|Messenger photos by John Matuszak|
|Andy Bashore, maintenance superintendent for Bexley’s service department, leads City Council members on a tour of the work space for 23 employees Sept. 25. Council wants to move the department to property on Sheridan Avenue to make way for a new police station that would replace the crowded, aging building now in use. The service garage, built in 1951, has its own inadequacies, according to Service Director Dorothy Pritchard, who pointed out that the lockers came from a high school renovation and that the basement locker room only has one exit in case of a fire. Space is shared with the streets and parks departments, and the police department has storage areas scattered throughout the complex, such as this cubby hole for recovered bicycles and other items.|
Bexley City Council is plowing forward with plans to move the service department to make way for a new police station, but Chief Larry Rinehart is frustrated that the projects appear to be in low gear.
At the Sept. 25 City Council meeting, Rinehart said he did not see "an optimistic timeline" for breaking ground for a new police station, which he predicted is a couple of years away.
"All I ask is that you help me get a good timeline" to assure officers that the cramped and aging station will be replaced in the near future, Rinehart said.
Earlier this year plans were modified to locate a police station on the site where the service garage and offices are located, behind city hall and the current station.
The current station, built in 1955, would then be used for public meetings and council chambers.
Negotiations were undertaken to obtain property at Fifth and Cassady avenues, outside of the city limits, for the service department, but officials now want to buy a lot between Sheridan and Ferndale avenues on the city’s southwest side.
An ordinance to appropriate $50,000 to acquire two properties was passed by council at the meeting.
David Long, director of building services, explained that administrators decided not to spend money to move the department to property the city would not own.
The garage complex was built around 1951 and shares office and storage space with the streets and parks departments and the police station.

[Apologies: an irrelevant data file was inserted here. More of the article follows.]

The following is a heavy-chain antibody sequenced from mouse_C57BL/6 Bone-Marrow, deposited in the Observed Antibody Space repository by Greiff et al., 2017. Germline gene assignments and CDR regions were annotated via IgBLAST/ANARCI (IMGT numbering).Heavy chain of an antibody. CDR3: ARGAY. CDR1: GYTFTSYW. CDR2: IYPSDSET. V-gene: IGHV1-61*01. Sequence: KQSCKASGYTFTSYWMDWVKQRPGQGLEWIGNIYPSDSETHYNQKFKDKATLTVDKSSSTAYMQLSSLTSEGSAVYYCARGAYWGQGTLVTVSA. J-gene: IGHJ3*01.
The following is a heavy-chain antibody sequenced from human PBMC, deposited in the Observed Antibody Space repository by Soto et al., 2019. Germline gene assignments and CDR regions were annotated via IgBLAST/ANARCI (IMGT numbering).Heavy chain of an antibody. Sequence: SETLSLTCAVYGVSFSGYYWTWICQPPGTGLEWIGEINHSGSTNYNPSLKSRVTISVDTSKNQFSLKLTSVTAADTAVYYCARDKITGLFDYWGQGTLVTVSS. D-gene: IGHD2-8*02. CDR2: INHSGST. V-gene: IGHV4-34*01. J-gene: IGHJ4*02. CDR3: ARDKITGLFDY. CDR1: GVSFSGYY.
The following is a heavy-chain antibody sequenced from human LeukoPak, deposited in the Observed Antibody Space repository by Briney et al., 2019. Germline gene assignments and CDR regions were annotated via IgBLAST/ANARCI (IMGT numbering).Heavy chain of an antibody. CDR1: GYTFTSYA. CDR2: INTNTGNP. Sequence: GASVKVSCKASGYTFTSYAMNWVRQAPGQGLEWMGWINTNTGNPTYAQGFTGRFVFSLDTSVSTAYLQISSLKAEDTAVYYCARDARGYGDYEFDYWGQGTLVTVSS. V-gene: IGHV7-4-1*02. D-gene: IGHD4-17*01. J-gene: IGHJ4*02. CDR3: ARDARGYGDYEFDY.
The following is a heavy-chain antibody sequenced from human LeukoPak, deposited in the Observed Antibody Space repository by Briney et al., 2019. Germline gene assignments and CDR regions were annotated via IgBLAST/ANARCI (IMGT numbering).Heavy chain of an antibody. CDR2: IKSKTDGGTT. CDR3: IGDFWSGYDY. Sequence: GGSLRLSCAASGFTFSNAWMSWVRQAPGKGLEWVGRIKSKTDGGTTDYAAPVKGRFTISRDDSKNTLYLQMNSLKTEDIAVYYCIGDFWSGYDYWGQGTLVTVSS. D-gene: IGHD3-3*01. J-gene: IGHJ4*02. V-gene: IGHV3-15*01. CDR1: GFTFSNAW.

The city would not begin building the new service department facilities before late spring or early summer, Councilman Matt Lampke said, and ground would not be broken for a new police station until the move is completed.
The estimated cost of the new police station is $5.7 million, in current construction costs.
Rinehart said he has been informed that, for every year the project is delayed, costs will rise 5 percent.
Costs aren’t the only thing rising. The chief said he was called in over the weekend by a supervisor bothered by a perceived lack of progress in replacing a building where the toilets overflow into the locker rooms and mold falls from ceilings dampened by a leaking roof. Sometimes the automatic door locks quit working, which is a safety issue, Rinehart said.
Having a station with no showers and where officers can’t change into their uniforms without bumping elbows with each other is "demoralizing and demeaning," the chief asserted.
He reiterated his concern that these conditions will make it more difficult to recruit and retain younger officers who are drawn to communities with modern facilities that are "recruiting aggressively."
Council members offered assurances that plans are proceeding, and added that working in Bexley has other benefits.
"Many of the officers will get over the hump" until the new station is realized, Councilman Rick Weber said, and that the city has been able to retain officers despite the physical deficiencies.
"I’ve learned that some things take longer to get done," Council President Mark Masser, the senior member of council, commented.
Mike Simpson, chairman of the Main Street Redevelopment Commission, reported that the exterior design for the police station has been approved. The commission approved the site plan in July, and is awaiting landscaping and lighting plans, he added.
Councilman John Rohyans has been researching the process for obtaining certification for Leadership in Energy and Environmental Design (LEED), to make the station more energy efficient and environmentally friendly.
The cost for obtaining LEED certification for similar projects has been around $100,000, Rohyans learned.
Other costs have arisen for the project. Council has approved spending $19,000 for redesign work in conjunction with its communications systems, and is considering a $37,000 expenditure for a consultant for the police department’s communications systems.